Interestingly, in terms of membership numbers, its size is now on a par with what it had been 15 years ago at the time of the signing of the Belfast Agreement. The crucial difference is that now its membership has not been artificially inflated by UVF members, but is instead populated by ordinary people, many of whom have no paramilitary baggage. Some are professionals, others are unemployed labourers; there are even ex-servicemen in its ranks – most have joined the party because they feel it has risen to the challenge of leading the Protestant/Unionist/Loyalist (PUL) community.
That the PUP reflects the community from which it comes is further corroborated by a survey I completed of the party’s membership at its annual conference on 13 October 2007. When I asked its membership to tell me what the party stood for, 42% of respondents said “socialism”, 26% said “working-class”, 16% said “loyalist” and the remaining 16% said “Unionist”. When I asked them who the PUP represented, 71% of all respondents said either “working class”, or a mix of “working class loyalists” and/or “working class unionists”. A minority were divided between either “the people”, “everyone”, or the “UVF/RHC”.
There is no current evidence to suggest that the party is not now reflective of these sentiments.
As one member of the party’s Progressive Youth has recently put it, ‘The party welcomes people of all classes… But we believe that making it a priority to improve the conditions of working class people will benefit everyone in society… To me that grassroots activism is what truly sets the PUP apart’. Another informed me that the PUP ‘gives me the chance to get politicised. It represents the ‘average Joe’ like myself. The party as a whole represents the working class PUL community’.
The main difference between the PUP of 1998 and the one we see now is that it boasts a broader geographical mix of branches – in places like Portadown, Lurgan, Craigavon and Enniskillen – though, admittedly, there has been a vibrant branch in Londonderry for several years.
In terms of ideology, it is fair to say that the PUP has rowed back from its democratic socialism in recent years. However, there are a variety of reasons for this current malaise.
Party members will tell you that principal amongst these is the perverse logic of the ‘peace process’.
Attempts by Sinn Fein to convince the Protestant working class that it has its best interests at heart is about as effective as its Orwellian propaganda campaign to convince us that the Provisional IRA never had any criminals, smugglers or barstool republicans in its ranks.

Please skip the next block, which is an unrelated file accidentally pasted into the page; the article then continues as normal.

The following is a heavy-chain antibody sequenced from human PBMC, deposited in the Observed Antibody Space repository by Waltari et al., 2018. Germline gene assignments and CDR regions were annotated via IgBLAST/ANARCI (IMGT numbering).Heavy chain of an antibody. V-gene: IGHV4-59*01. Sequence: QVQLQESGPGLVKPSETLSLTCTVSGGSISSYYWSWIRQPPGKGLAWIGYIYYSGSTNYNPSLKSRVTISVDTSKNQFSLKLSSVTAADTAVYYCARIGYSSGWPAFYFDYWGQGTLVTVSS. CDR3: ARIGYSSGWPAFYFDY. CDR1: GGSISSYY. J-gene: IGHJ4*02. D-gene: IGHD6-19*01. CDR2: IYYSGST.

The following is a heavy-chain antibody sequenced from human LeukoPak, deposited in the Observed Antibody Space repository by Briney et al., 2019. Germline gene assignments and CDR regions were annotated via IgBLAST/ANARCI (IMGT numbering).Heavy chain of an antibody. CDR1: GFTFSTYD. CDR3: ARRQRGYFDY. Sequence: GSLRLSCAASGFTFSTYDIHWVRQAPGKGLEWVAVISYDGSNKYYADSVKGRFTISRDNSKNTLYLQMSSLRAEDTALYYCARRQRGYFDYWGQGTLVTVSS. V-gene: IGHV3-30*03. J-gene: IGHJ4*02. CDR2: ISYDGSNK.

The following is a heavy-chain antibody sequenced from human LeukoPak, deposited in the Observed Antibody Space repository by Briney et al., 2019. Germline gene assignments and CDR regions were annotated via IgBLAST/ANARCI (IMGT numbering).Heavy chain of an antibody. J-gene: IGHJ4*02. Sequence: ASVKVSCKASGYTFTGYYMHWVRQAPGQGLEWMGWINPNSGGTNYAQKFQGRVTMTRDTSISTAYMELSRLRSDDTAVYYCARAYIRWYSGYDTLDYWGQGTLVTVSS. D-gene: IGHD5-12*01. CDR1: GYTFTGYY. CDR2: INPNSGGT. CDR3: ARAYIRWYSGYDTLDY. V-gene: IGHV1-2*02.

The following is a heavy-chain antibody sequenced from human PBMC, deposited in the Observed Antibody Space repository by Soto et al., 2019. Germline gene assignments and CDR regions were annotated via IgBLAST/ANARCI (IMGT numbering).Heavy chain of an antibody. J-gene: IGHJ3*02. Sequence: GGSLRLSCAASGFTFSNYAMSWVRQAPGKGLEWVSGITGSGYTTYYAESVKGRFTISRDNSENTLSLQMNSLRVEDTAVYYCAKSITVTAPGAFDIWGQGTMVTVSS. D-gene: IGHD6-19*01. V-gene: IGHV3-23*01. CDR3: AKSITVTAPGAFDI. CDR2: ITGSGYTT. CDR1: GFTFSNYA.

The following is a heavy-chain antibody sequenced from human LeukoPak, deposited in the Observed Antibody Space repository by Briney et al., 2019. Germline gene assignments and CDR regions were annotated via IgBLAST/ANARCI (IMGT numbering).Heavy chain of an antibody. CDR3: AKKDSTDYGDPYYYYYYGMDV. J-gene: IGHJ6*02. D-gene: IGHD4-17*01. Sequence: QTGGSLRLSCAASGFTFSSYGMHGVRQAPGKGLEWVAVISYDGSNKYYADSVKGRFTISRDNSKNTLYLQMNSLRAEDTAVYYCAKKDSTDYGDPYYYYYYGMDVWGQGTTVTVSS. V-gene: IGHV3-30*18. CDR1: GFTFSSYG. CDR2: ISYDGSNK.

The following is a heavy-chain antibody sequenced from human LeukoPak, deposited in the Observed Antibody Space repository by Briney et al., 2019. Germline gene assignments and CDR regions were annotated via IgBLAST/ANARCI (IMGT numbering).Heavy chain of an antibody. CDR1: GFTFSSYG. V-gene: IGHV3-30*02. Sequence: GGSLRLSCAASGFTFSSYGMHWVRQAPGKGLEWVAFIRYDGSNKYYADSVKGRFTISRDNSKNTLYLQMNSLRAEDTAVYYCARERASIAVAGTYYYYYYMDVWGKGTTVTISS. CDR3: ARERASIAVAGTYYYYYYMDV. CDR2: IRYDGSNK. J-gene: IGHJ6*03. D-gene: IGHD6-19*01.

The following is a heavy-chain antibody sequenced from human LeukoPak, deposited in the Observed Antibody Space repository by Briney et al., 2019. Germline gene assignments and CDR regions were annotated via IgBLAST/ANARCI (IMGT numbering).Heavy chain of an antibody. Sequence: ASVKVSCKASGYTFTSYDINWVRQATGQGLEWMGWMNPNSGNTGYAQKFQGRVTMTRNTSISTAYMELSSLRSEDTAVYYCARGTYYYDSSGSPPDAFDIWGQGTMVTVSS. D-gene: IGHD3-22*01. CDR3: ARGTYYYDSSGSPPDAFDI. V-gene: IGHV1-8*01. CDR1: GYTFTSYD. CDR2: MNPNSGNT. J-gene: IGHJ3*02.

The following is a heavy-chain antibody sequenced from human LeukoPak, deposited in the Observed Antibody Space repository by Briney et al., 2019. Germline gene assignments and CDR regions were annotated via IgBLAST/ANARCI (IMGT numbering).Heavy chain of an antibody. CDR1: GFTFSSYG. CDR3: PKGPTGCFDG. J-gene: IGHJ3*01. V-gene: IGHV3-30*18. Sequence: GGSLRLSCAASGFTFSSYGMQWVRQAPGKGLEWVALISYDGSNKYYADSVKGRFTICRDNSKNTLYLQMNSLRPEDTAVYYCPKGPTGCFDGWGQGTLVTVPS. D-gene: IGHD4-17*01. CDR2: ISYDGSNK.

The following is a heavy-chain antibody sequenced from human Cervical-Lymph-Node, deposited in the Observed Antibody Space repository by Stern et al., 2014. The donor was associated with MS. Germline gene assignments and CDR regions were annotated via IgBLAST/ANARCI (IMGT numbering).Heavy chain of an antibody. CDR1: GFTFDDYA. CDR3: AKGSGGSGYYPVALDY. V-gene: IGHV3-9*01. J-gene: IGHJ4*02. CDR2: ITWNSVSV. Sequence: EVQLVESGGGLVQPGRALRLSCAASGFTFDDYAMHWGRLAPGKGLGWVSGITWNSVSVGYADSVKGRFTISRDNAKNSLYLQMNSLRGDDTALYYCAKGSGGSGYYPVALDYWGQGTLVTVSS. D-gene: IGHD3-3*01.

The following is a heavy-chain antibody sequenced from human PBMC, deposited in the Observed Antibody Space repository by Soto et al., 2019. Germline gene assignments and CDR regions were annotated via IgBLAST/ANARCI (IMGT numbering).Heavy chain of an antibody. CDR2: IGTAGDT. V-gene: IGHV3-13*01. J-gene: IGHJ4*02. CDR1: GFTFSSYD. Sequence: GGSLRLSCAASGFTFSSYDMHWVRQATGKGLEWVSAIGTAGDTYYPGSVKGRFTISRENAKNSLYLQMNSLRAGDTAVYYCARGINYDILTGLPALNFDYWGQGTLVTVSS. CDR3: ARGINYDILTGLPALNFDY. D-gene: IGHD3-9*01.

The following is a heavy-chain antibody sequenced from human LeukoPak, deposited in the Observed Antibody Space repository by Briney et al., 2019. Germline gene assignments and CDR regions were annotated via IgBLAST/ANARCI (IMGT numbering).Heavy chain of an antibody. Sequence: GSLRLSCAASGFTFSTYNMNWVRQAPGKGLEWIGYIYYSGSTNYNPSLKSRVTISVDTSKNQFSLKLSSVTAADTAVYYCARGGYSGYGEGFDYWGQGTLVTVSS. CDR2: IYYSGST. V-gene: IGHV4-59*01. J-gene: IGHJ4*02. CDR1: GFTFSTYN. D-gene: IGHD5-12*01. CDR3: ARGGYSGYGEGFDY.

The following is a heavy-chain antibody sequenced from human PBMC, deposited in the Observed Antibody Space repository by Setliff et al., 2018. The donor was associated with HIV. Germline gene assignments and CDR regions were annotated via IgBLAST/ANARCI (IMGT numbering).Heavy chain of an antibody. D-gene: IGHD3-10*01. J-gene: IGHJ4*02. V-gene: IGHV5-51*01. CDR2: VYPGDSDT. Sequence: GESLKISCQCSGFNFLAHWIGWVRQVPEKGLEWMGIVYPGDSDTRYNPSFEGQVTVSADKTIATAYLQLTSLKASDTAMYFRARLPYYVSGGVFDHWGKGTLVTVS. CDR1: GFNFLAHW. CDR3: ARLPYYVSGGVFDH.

Given that the Protestant working class bore the brunt of the Provo’s long campaign, is it not appropriate that they should treat such overtures as empty political rhetoric and look to the PUP for redress? After all, if one accepts that the PUP reflects its support-base, a social group who are unlikely to lose their firm conviction that violence in service of a utopian dream of Irish unity was morally wrong and, ultimately, strategically futile, then is it not appropriate for the party to take the lead in opposing the new politics of Provisionalism?
Lest anyone should misunderstand my own personal position on this, we must not forget the other truism that the Protestant working class has also been ‘under siege’ from malign social forces in its midst too. Loyalist paramilitaries played a huge role in killing members of their own communities too, albeit on a much smaller scale. They cannot escape the fact that they must also take responsibility for pursuing a campaign of terrorism throughout the ‘troubles’. Throat-cutting, drug-pushing and detonating no-warning car bombs no more safeguarded the union than it advanced Irish unity.
While Sinn Fein may well have helped deliver the end of the Provisional IRA’s ‘long war’, it merely transformed the ‘armed struggle’ into a purely political, social and electorally polished movement. Arguably, despite its attempts to ‘reach out’ to unionists and loyalists it has done little to lessen the angst, frustration and suspicion pervading Protestant working class communities.